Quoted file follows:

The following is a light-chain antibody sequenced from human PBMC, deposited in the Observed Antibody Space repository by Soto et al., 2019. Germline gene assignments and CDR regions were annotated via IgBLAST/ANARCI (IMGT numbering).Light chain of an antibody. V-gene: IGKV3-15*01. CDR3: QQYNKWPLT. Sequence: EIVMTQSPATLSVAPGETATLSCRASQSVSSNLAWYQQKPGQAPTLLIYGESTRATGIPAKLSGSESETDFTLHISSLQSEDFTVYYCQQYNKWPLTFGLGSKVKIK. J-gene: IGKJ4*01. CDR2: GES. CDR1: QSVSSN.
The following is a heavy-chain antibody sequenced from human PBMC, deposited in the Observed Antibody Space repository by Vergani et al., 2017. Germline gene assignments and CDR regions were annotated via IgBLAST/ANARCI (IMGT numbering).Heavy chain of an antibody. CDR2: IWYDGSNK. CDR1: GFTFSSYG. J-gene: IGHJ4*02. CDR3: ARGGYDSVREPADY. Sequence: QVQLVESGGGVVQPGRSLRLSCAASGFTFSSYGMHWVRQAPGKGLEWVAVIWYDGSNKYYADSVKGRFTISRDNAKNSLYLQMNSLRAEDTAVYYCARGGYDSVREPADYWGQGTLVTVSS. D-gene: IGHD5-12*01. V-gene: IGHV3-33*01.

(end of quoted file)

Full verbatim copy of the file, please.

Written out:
The following is a light-chain antibody sequenced from human PBMC, deposited in the Observed Antibody Space repository by Soto et al., 2019. Germline gene assignments and CDR regions were annotated via IgBLAST/ANARCI (IMGT numbering).Light chain of an antibody. V-gene: IGKV3-15*01. CDR3: QQYNKWPLT. Sequence: EIVMTQSPATLSVAPGETATLSCRASQSVSSNLAWYQQKPGQAPTLLIYGESTRATGIPAKLSGSESETDFTLHISSLQSEDFTVYYCQQYNKWPLTFGLGSKVKIK. J-gene: IGKJ4*01. CDR2: GES. CDR1: QSVSSN.
The following is a heavy-chain antibody sequenced from human PBMC, deposited in the Observed Antibody Space repository by Vergani et al., 2017. Germline gene assignments and CDR regions were annotated via IgBLAST/ANARCI (IMGT numbering).Heavy chain of an antibody. CDR2: IWYDGSNK. CDR1: GFTFSSYG. J-gene: IGHJ4*02. CDR3: ARGGYDSVREPADY. Sequence: QVQLVESGGGVVQPGRSLRLSCAASGFTFSSYGMHWVRQAPGKGLEWVAVIWYDGSNKYYADSVKGRFTISRDNAKNSLYLQMNSLRAEDTAVYYCARGGYDSVREPADYWGQGTLVTVSS. D-gene: IGHD5-12*01. V-gene: IGHV3-33*01.